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Lytro light-field camera nears reality at last

Against all expectations, the 'living pictures' snapper Lytro - a camera that allows you to adjust focus after the event using a novel new image format - turns out to be real, and is available to order from the company right now.

Lytro first caught our eye when the company released a Flash demo of the technology: a series of photographs which could be adjusted for focus at the click of a mouse.

Aside from eating up most of a morning just clicking around, the demo raised a few questions about the technology which seemed too good to be true. When we interviewed Lytro veep Kira Wampler, we got a few answers about the 'light field' technology - but nothing to convince us the camera would ever be a commercial reality.

Thankfully for photo-buffs, we were wrong: the company has opened pre-ordering for its first-generation light-field camera.

Before you get too excited, there are a few caveats. Firstly, you'll need an Apple machine running Mac OS X 10.6 or higher: Windows won't be supported until some time next year, while Linux is left out of the party altogether.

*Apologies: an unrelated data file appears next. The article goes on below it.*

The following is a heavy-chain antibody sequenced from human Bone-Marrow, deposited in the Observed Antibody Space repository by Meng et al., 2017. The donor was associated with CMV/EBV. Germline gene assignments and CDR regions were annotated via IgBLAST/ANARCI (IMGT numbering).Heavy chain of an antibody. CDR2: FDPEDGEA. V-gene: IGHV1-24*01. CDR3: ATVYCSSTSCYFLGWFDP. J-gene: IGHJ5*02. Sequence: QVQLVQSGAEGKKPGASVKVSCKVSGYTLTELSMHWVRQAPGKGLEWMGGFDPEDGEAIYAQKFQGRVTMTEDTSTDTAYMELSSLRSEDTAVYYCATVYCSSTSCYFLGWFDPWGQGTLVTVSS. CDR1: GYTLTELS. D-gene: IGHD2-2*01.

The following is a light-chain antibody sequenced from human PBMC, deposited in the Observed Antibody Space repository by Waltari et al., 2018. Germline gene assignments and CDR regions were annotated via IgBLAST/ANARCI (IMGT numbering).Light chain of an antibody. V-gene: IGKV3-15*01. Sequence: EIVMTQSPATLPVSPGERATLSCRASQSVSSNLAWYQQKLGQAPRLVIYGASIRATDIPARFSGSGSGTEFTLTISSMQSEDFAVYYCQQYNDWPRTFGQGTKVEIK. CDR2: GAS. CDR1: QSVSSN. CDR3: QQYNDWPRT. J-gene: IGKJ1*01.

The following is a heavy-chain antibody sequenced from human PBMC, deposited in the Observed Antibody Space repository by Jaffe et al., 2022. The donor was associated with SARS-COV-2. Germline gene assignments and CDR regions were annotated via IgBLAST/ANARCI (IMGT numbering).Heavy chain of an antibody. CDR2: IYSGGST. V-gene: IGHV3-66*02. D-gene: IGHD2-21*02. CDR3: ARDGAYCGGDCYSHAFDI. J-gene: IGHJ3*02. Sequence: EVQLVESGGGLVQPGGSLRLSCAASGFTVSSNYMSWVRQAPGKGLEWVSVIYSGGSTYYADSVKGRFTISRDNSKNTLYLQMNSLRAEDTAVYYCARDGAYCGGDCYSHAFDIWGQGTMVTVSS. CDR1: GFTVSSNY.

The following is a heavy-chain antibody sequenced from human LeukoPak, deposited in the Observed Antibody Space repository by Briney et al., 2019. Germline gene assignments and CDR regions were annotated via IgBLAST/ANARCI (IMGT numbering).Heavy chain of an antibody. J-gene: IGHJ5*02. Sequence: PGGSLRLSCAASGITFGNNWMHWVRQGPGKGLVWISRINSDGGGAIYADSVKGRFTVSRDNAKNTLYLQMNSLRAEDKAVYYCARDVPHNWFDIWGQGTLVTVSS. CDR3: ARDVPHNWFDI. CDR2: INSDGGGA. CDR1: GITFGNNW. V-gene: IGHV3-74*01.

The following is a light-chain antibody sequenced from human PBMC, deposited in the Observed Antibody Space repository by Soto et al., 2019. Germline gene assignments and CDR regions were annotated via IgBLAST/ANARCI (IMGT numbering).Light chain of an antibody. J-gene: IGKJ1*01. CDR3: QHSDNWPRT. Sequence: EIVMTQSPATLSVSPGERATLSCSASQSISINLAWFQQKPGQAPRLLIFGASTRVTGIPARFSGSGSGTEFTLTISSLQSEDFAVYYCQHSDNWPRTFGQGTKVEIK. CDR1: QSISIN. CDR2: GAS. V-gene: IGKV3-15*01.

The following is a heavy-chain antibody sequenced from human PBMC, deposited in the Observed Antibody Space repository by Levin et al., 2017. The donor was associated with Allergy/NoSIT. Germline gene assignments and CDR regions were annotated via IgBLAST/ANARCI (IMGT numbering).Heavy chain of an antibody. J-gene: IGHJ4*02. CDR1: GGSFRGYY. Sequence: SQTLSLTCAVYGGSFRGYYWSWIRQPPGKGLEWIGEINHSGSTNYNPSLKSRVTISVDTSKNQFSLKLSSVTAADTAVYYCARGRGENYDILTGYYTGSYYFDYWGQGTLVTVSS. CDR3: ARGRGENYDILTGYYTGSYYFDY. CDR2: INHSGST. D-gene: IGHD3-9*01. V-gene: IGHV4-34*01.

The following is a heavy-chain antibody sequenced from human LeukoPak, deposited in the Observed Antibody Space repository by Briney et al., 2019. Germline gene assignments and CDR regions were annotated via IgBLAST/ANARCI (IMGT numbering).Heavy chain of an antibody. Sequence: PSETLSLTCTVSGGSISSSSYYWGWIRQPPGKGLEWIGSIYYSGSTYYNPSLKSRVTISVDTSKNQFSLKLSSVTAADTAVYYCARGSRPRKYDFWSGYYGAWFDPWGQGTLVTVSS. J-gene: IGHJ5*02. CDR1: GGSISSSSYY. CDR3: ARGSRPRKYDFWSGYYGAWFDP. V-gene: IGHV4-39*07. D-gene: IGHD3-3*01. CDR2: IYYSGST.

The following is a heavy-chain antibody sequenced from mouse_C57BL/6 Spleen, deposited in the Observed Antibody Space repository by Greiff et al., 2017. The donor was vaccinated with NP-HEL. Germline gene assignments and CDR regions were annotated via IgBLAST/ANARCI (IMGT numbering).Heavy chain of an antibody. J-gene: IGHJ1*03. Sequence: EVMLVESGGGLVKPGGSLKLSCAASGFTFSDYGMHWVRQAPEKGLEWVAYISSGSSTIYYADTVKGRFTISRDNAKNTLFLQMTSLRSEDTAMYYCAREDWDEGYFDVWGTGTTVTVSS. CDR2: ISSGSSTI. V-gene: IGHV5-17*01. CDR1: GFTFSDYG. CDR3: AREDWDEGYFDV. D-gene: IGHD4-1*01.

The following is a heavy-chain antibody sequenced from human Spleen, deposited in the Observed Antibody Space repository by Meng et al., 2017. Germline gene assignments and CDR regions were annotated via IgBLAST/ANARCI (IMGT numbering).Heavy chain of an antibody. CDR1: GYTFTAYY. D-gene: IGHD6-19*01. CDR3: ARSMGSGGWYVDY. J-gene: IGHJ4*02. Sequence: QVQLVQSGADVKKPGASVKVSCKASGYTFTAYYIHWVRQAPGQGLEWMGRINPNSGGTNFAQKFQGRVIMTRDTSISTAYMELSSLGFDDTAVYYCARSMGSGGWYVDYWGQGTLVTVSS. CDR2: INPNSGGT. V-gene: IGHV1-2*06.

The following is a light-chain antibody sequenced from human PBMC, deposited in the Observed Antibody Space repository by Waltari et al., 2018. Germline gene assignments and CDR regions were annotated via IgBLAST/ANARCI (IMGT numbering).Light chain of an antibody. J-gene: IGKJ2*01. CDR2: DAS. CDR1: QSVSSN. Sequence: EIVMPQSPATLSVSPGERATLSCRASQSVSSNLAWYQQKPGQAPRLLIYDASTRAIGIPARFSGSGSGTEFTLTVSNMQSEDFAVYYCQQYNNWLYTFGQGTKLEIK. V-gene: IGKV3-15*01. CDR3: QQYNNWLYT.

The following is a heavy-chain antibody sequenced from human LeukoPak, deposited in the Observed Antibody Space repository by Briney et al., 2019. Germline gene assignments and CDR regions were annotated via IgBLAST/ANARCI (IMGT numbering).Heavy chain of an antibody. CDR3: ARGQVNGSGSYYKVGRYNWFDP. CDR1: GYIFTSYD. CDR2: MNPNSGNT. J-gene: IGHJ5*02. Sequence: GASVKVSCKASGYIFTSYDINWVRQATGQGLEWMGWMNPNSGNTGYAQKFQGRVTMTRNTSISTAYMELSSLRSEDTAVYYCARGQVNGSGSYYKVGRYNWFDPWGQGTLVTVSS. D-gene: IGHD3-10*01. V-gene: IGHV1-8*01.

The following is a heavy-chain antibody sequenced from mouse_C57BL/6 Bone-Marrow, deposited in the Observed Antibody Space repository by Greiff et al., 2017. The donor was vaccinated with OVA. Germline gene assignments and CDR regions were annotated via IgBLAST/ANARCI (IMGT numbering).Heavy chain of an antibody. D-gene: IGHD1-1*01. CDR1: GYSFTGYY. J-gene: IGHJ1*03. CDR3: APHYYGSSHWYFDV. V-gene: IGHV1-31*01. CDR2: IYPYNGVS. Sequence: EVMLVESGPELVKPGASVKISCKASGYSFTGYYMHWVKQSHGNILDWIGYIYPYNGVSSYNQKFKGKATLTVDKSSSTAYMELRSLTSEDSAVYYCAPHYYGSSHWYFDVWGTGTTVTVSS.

Buyers are also limited to just a single camera, and it won't ship until "early 2012," the company has confirmed. Finally, the device is only available in the US - so it'll be a while before we're able to get our paws on one over on this side of the pond.

The Lytro camera is an odd-looking beast, appearing more like a boxy torch than a camera. Two versions will be available at launch, the company has confirmed: a 16GB model capable of storing 750 pictures and coloured red; and a cheaper 8GB model that can store 350 pictures in grey or blue.

That also gives us another piece of information: the size of each 'light-field' image prior to processing. At 750 pictures per 16GB of storage, that's around 20-22MB per image - not bad for a picture that can be refocused after the event.

Lytro's pre-ordering system is open now (opens in new tab), with the 16GB model priced at $499 and the 8GB at $399. monitors all leading technology stories and rounds them up to help you save time hunting them down.